The group, which meets eight times during a span of 12 weeks, is not just for moms, but also for dads and other support persons. It also includes a couple of breakout sessions specifically for dads.
“So many men go through a loss and don’t have the opportunity to let their guard down and share how they’re feeling,” says Ashley Wall, executive director of Heartstrings. “These breakout sessions, which have a male facilitator, allow them to do that.”
Dawn also took advantage of another Heartstrings program called Connections, which matches a newly grieved parent one-on-one with another bereaved parent who has experienced a similar loss. That program, too, was part of the healing.
“I was still going through some emotional things, and I was having some anxiety about trying again (to have a baby),” Dawn says.
“I talked to this other mother who had gone through the same type of loss as me, and she just validated my feelings. She was a listening ear. No two people have the same emotions and grief, but just the fact that she was listening was very comforting to me.”

* * * *

It’s been 2½ years since Walker’s death, and much has changed in the Sperrys’ lives. The biggest change has been the arrival of Allister James Sperry, who just turned 9 months old.
Another thing that has changed is the couple’s affiliation with Heartstrings. They’re no longer the newly bereaved parents trying to make sense of it all; they’re the ones who have already walked that road and are now trying to come alongside others who need help finding their way.
Dawn, for example, is now a Connections volunteer, offering one-on-one support and encouragement to other grieving mothers.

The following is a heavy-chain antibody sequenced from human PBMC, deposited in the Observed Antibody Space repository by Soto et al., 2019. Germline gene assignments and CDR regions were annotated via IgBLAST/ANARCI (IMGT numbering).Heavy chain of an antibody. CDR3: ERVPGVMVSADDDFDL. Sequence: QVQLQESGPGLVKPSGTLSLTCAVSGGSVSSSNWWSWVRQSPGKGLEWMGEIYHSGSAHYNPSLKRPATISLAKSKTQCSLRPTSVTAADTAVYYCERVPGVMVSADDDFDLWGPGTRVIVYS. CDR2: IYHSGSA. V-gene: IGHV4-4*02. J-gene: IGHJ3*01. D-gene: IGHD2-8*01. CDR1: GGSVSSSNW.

“A lot of us who have gone through the support group want to give back — we want to do things like this to help out Heartstrings,” she says. “If I hear of someone who has lost their baby, I try to let them know about Heartstrings. I want them to at least know that Heartstrings is there for them.”
Last weekend, the Sperrys participated in a Heartstrings conference designed to help health-care professionals better understand how to care for families who have suffered a pregnancy or infant loss.
They also participate in the organization’s annual Walk To Remember, a fundraiser that supports Heartstrings and gives families an opportunity to memorialize the babies they’ve lost.
“We’re very grateful for Heartstrings, and we want to do anything we can to help them,” Dawn says.
“Also, anything we do for Heartstrings is honoring Walker, and we want to do things to honor his memory. As tragic as it is, he changed our lives and he’s a blessing, so it’s our goal to honor him however we can.”

jtomlin@hpe.com | 888-3579

Want to go?

“Raising Hope With Heartstrings,” a fundraising event for the Triad-based nonprofit Heartstrings, will be held May 2 at the Milton Rhodes Center for the Arts, 251 N. Spruce St., Winston-Salem.
The program will feature Dr. Eben Alexander, internationally acclaimed author of “Proof of Heaven: A Neurosurgeon’s Journey into the Afterlife.”
The evening will begin with a reception with Alexander at 6 p.m. That will be followed at 7:30 p.m. with Alexander’s address, “A Message of Hope,” about the near-death experience that is the focus of his New York Times best-selling book.
Tickets for the reception (including the program) are available now and cost $100 apiece if you purchase a package of 10, or $125 apiece if you purchase two or four. They will be available through April 15 or until they sell out.
General admission tickets, which do not include the reception, go on sale April 2 for $50 apiece. There will also be a special seating section for book clubs, who will watch the program through a live camera feed and have a facilitator-led discussion about the book; those tickets cost $25 apiece.
A book-signing will follow Alexander’s address.
To purchase tickets or for further information, call Heartstrings at (336) 335-9931 or visit www.heartstringssupport.org.